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12 of 15 people found the following review helpful By Darioz Svabodas on March 21, 2007
Format: Hardcover
This is an excellent, objective, and readable evaluation of the work and legacy of Sigmund Freud. Those who put this in the "Freud bashing" category appear not to desire an objective evaluation of Freud as a clinician nor as a scientist: Kramer presents the reader with such in a lively and precise way. He also presents the impact that Freud's ideas had on Western culture, and it is here where the impact of Freud is beyond question. Whether this impact has been for ill or good is open to question, speaking generally or more specifically in psychiatric and psychological science.
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Format: Hardcover
Having just done a refresher on Freud's psychoanalytic theories, I thought it might be worthwhile to pick up a biography for a peek at the man behind the Oepidal curtain. I admit without shame that I chose this one off the shelf for its brevity, as I wasn't sure my passing interest would sustain me through a more exhaustive treatment. By sheer chance, Freud: Inventor of the Modern Mind turned out to be just what I was looking for - a quickly paced yet thorough synopsis of Freud's life paired with an examination of the most popular of his theories.

As I'm a bit disinclined to the Freudian approach, it was quite lovely to watch Kramer call bulls*** on case study after case study and to expose Freud's utter lack of scientific rigour. In fact, based on the historical context provided by the author (which described how treatment of the mentally ill had started, before Freud became a fad, to focus on possible hereditary influences exacerbated by environmental factors), I got the very strong impression that Freud and his sexual hangups actually managed to set psychology back about fifty years.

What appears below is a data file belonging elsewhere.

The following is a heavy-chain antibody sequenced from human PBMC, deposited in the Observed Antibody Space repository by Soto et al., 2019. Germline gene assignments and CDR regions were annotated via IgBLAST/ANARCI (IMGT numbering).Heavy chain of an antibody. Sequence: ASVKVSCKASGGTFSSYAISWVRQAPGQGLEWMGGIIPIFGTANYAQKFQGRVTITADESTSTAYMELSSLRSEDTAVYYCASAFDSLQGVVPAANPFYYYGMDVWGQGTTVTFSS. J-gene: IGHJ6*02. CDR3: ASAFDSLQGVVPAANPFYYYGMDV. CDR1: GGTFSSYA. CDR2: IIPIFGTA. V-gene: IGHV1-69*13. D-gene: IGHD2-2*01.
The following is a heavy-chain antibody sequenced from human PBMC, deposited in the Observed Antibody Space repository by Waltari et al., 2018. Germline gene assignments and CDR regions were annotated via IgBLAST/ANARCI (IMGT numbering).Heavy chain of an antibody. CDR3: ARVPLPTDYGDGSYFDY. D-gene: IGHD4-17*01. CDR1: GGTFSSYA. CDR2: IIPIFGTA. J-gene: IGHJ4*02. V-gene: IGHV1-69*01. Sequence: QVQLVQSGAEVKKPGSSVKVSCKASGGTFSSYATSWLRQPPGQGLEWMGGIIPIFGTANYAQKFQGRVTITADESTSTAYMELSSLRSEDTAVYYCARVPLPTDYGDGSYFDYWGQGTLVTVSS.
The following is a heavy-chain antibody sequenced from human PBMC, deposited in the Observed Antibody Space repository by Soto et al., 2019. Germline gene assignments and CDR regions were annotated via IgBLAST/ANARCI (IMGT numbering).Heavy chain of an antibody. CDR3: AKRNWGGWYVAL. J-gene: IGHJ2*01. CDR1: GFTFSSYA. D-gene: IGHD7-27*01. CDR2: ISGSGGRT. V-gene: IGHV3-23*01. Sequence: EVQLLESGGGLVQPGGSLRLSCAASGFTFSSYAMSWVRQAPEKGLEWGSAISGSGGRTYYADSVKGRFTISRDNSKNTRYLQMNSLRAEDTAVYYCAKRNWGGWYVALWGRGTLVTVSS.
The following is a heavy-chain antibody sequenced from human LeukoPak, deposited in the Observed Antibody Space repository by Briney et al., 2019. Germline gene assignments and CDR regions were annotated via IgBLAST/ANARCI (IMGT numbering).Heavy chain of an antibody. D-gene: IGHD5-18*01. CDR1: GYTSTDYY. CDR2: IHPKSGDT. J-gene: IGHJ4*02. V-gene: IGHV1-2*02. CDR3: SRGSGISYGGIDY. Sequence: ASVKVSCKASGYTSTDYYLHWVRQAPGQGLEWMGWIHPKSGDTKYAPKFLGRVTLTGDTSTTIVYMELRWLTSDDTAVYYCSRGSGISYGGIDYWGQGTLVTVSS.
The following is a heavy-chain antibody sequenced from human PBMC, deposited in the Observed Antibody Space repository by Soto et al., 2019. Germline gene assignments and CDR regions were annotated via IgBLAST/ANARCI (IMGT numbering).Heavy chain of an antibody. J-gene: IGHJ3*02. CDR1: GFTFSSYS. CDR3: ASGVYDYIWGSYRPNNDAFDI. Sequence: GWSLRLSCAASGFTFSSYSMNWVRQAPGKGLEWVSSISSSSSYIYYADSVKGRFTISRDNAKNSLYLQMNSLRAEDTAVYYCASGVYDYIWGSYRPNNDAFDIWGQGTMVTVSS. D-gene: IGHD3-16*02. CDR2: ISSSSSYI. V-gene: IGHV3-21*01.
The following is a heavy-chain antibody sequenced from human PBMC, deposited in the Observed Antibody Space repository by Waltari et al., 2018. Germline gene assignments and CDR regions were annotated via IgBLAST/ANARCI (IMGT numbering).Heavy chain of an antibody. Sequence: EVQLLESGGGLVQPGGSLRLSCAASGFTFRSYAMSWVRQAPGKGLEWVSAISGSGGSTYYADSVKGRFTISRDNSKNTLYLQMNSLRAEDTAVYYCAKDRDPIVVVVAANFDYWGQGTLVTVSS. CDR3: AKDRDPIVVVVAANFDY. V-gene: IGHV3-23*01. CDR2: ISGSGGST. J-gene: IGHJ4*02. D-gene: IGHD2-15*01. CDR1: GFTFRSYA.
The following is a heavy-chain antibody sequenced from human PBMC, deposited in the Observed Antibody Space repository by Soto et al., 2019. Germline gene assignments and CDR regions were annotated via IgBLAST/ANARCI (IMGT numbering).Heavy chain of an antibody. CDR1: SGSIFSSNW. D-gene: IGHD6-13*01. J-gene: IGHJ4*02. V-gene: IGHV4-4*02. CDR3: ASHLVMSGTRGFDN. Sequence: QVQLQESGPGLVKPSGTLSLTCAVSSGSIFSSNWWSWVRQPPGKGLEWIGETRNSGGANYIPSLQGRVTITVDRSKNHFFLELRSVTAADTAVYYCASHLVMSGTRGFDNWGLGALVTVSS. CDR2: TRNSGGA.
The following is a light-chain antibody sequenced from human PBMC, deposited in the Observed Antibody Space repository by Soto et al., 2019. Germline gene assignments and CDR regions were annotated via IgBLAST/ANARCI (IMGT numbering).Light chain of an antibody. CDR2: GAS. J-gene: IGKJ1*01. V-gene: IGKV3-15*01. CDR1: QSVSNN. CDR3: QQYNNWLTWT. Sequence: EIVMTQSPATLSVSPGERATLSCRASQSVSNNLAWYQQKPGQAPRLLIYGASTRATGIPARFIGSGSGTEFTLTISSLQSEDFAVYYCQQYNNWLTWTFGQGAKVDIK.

Kramer is careful, however, to give the devil his due, and cites the most lasting of his influences, including his popularization of such now-common terms as 'projection' and 'identification.' He also credits Freud with something that's inarguable - a sheer, breath-taking scope of vision. Whether you buy into that vision or think it's utter crap, it's hard not to be at least a little impressed by the man who dared to dream it up.
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2 of 3 people found the following review helpful By P. Stern on October 5, 2011
Format: Hardcover Verified Purchase
Fluent, timely, and clear-eyed, this reassessment of Freud's life is highly recommended. With his trademark learning and elegance, Kramer dissects Freud's legacy. An up-to-date assessment of the master's contribution.
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0 of 1 people found the following review helpful By Michael Hoit on May 4, 2013
Format: Kindle Edition Verified Purchase
Everyone should know the work of this great writer, thinker and psychologist. He did create a remarkable gateway into human unconscious conflict and its effects on normal life. This book seems easy to grasp.
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0 of 1 people found the following review helpful By ppatches81 on June 6, 2013
Format: Paperback Verified Purchase
I bought this book as a required supplemental reading for a college course. Overall the book is well written and well organized.